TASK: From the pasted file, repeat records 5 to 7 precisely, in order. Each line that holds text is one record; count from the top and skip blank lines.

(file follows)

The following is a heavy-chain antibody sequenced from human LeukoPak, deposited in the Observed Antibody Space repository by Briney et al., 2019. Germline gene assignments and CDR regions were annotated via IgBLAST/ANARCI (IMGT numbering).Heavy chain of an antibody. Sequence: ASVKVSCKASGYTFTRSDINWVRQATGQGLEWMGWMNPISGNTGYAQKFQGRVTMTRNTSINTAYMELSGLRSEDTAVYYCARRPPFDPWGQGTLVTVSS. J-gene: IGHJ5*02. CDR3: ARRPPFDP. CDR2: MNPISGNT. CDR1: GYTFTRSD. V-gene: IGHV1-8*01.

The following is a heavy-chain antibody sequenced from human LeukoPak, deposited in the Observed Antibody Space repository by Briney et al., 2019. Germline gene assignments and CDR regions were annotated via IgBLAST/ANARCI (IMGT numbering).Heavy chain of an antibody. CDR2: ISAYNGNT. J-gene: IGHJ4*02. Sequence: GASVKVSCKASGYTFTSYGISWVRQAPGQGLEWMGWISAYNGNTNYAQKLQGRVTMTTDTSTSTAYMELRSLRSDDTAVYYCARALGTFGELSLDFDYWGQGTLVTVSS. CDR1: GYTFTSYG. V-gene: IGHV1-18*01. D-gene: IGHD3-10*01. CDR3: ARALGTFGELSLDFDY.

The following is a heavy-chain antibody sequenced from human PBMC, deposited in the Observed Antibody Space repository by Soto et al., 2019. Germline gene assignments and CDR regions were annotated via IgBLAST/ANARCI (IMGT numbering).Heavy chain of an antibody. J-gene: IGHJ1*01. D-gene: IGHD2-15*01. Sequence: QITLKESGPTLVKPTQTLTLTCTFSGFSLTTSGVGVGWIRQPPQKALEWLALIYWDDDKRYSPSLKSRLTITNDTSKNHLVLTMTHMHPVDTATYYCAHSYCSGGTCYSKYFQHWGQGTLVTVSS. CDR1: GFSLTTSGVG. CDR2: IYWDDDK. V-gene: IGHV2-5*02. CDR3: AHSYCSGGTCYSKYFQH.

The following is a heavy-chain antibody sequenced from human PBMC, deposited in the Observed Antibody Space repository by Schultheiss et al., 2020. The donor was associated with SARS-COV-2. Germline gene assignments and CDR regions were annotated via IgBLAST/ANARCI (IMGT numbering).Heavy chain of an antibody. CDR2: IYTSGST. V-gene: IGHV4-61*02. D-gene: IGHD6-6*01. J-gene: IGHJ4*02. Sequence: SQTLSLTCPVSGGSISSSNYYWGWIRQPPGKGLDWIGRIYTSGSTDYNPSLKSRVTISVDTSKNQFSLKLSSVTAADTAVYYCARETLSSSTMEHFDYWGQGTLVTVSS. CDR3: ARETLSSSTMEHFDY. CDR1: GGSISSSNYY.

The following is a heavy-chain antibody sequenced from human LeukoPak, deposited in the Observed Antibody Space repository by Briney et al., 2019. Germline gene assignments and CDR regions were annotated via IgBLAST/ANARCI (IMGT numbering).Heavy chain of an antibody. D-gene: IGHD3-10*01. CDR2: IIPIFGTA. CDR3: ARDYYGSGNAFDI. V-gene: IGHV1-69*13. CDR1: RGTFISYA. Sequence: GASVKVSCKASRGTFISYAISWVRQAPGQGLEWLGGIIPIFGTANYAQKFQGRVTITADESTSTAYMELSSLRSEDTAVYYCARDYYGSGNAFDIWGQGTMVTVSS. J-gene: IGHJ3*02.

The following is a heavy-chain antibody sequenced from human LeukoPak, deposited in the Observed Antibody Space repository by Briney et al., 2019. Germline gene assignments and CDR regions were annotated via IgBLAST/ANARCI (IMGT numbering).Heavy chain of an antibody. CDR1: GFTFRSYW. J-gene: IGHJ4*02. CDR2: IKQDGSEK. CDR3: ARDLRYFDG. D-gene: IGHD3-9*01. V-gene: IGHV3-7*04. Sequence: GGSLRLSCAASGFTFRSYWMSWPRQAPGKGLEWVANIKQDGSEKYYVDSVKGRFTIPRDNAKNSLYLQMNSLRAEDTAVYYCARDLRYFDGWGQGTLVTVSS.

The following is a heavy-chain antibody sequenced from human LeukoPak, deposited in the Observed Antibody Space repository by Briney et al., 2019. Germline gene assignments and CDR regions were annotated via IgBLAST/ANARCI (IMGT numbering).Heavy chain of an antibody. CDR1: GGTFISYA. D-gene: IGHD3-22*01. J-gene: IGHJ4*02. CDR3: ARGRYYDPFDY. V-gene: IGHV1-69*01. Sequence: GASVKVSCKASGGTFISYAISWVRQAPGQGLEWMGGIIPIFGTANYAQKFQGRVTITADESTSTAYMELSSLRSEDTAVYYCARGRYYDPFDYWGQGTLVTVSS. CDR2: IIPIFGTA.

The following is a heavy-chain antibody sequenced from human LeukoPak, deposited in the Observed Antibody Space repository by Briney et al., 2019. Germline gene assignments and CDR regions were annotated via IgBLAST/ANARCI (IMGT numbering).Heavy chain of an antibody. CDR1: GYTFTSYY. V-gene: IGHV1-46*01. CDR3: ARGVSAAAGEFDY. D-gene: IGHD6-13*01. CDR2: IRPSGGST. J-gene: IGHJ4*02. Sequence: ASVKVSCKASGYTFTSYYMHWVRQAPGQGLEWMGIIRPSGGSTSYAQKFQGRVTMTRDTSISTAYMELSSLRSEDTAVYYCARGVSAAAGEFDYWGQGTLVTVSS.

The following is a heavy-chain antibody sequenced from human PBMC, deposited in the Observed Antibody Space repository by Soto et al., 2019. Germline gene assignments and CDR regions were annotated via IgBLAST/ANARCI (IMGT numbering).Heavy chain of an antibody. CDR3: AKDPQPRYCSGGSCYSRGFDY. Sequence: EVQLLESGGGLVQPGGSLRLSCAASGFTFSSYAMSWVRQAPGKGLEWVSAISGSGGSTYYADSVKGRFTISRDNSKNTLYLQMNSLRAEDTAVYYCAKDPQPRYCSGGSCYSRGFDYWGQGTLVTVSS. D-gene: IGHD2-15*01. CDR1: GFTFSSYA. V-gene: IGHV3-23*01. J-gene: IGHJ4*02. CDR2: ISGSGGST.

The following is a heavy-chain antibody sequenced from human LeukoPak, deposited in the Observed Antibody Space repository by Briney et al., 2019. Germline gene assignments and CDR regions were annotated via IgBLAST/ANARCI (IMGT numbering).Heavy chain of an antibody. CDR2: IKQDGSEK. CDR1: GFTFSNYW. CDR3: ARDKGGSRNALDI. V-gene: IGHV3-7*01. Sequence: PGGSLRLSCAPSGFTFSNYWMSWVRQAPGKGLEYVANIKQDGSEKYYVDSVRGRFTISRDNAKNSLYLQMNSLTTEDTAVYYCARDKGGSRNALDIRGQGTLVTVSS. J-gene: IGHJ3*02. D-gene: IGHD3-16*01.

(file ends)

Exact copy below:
The following is a heavy-chain antibody sequenced from human LeukoPak, deposited in the Observed Antibody Space repository by Briney et al., 2019. Germline gene assignments and CDR regions were annotated via IgBLAST/ANARCI (IMGT numbering).Heavy chain of an antibody. D-gene: IGHD3-10*01. CDR2: IIPIFGTA. CDR3: ARDYYGSGNAFDI. V-gene: IGHV1-69*13. CDR1: RGTFISYA. Sequence: GASVKVSCKASRGTFISYAISWVRQAPGQGLEWLGGIIPIFGTANYAQKFQGRVTITADESTSTAYMELSSLRSEDTAVYYCARDYYGSGNAFDIWGQGTMVTVSS. J-gene: IGHJ3*02.

The following is a heavy-chain antibody sequenced from human LeukoPak, deposited in the Observed Antibody Space repository by Briney et al., 2019. Germline gene assignments and CDR regions were annotated via IgBLAST/ANARCI (IMGT numbering).Heavy chain of an antibody. CDR1: GFTFRSYW. J-gene: IGHJ4*02. CDR2: IKQDGSEK. CDR3: ARDLRYFDG. D-gene: IGHD3-9*01. V-gene: IGHV3-7*04. Sequence: GGSLRLSCAASGFTFRSYWMSWPRQAPGKGLEWVANIKQDGSEKYYVDSVKGRFTIPRDNAKNSLYLQMNSLRAEDTAVYYCARDLRYFDGWGQGTLVTVSS.

The following is a heavy-chain antibody sequenced from human LeukoPak, deposited in the Observed Antibody Space repository by Briney et al., 2019. Germline gene assignments and CDR regions were annotated via IgBLAST/ANARCI (IMGT numbering).Heavy chain of an antibody. CDR1: GGTFISYA. D-gene: IGHD3-22*01. J-gene: IGHJ4*02. CDR3: ARGRYYDPFDY. V-gene: IGHV1-69*01. Sequence: GASVKVSCKASGGTFISYAISWVRQAPGQGLEWMGGIIPIFGTANYAQKFQGRVTITADESTSTAYMELSSLRSEDTAVYYCARGRYYDPFDYWGQGTLVTVSS. CDR2: IIPIFGTA.